The reason for the conflicting findings between the study by Mochizuki et al. (2004) and Ni et al. (2009) must be the intensity of the S1-TMS. In some experiments in the previous study by Ni et al. (2009), the LIHI was induced by the S1-TMS eliciting the MEP with 1 mV of amplitude. Simultaneously, in another experiment in their study, the S1-TMS-induced LIHI had the positive correlation with the amplitude of the MEP elicited by the S1-TMS, and the IHI was almost absent when the amplitude of the MEP elicited by the S1-TMS was zero in accordance with the regression line of the IHI as a function of the amplitude of the MEP elicited by the S1-TMS. Based on these findings, it seems to be likely that the S1-TMS-induced LIHI is dependent on the amplitude of the MEP elicited by the S1-TMS and is almost absent when the S1-TMS is given at the intensity below the motor threshold. Accordingly, it is possible to speculate that the LIHI induced by the S1-TMS is present only when the S1-TMS activates the ipsilateral M1 contributing to the MEP through the current spread to the M1 produced by the S1-TMS. In other words, the S1-TMS-induced LIHI may be due to activation of some interneurons in the M1 induced by the current spread caused by the S1-TMS.

In the present study, an investigation was made to elucidate whether the LIHI is induced by the S1-TMS without activation of the conditioning side of the M1 contributing to the contralateral MEP. We expect that the LIHI induced by the S1-TMS without activation of the conditioning side of the M1 contributing to the contralateral MEP is not apparent when it is estimated across healthy adult humans, based on the negative findings on the S1-TMS-induced LIHI in the study by Mochizuki et al. (2004) and Ni et al. (2009). In spite of these negative previous findings, the LIHI induced by the S1-TMS without activation of the conditioning side of the M1 contributing to the contralateral MEP may be apparent when estimating the LIHI in the participants who are sensitive to the S1-TMS. The magnitude of the LIHI was greater as the amplitude of the MEP elicited by the S1-TMS was larger in the previous study by Ni et al. (2009). This may reflect a fact that the LIHI is only present when the intensity of the S1-TMS is strong enough to change the status of the S1. Thus, the previous negative findings may be explained by a view that the LIHI is present only when the S1-TMS effectively changes the status of the S1. The effect of the S1-TMS on the tactile perception of the digit stimulation (TPDS) must reflect the effect of the S1-TMS on the interneurons in the S1, because some pathways mediating the TPDS originate from the S1 (Porro et al., 2004; Dijkerman and de Haan, 2007). Thus, in spite of the negative findings in the previous studies, the S1-TMS-induced LIHI may be present when estimating that in healthy adult humans in whom the TPDS is sensitive to the S1-TMS. Based on this view, the S1-TMS-induced LIHI was estimated both in all of the participants and in the participants in whom the TPDS was sensitive to the S1-TMS in the present study.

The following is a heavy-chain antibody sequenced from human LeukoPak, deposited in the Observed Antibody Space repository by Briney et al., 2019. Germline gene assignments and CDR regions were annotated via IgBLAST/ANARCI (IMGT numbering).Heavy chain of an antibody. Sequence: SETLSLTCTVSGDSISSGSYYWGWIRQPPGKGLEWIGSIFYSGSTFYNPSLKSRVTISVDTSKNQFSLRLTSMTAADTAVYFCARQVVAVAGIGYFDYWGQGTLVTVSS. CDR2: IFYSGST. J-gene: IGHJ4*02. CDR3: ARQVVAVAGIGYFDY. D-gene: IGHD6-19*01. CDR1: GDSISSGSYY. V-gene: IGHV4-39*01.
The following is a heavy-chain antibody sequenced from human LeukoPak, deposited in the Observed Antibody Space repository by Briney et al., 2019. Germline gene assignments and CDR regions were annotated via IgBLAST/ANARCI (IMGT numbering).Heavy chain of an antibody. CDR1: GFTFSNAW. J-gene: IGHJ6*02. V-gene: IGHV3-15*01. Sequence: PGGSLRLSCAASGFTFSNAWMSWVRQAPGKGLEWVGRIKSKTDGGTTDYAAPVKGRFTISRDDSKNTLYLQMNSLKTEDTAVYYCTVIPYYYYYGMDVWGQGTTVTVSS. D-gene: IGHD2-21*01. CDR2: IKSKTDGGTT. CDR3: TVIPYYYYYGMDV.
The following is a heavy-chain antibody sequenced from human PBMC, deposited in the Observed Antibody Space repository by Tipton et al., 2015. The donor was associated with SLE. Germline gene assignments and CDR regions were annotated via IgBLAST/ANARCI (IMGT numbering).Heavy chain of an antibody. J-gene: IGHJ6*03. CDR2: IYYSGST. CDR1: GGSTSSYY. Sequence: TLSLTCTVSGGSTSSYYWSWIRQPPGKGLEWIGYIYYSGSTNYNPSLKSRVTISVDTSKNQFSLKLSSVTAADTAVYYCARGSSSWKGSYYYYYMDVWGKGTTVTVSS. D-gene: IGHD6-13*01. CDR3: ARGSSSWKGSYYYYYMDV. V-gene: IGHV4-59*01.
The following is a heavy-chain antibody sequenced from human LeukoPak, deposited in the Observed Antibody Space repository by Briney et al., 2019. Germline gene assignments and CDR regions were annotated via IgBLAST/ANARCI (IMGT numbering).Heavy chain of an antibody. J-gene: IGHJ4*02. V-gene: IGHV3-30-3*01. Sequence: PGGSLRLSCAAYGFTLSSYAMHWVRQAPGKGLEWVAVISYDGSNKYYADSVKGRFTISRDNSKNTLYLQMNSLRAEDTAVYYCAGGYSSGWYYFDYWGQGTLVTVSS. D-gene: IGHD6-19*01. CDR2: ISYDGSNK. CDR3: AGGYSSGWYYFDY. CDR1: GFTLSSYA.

In the present study, S1-TMS-elicited MEP was strictly excluded, in order to investigate whether the LIHI is induced by the S1-TMS without activation of the conditioning side of the M1 contributing to the contralateral MEP. That is, the S1-TMS was given at the intensity at which the contralateral MEP response larger than 50 μV was not elicited in 10 consecutive preliminary trials, and the trials with the MEP response larger than 50 μV were discarded online.

Another question is whether the S1-TMS-induced LIHI is dependent on the status of the S1 modulated by the tactile input. The change in the activity of the left S1 induced by the TMS over the right parietal cortex (2–4 cm posterior to the hotspot of the muscle representation) was modulated by the electrical stimulus over the right median nerve (MN) projecting to the left S1 (Blankenburg et al., 2008). The site 2–4 cm posterior to the hotspot of the muscle representation has been considered to be the appropriate TMS site of the S1 (Harris et al., 2002; McKay et al., 2003; Koch et al., 2006; Palomar et al., 2011). Accordingly, the finding by Blankenburg et al. (2008) means that the interhemispheric interaction between the S1s is dependent on the state of the S1 that receives the interhemispheric input. However, the effect of the tactile input to the conditioning side of the S1 on the S1-TMS-induced LIHI has not been investigated.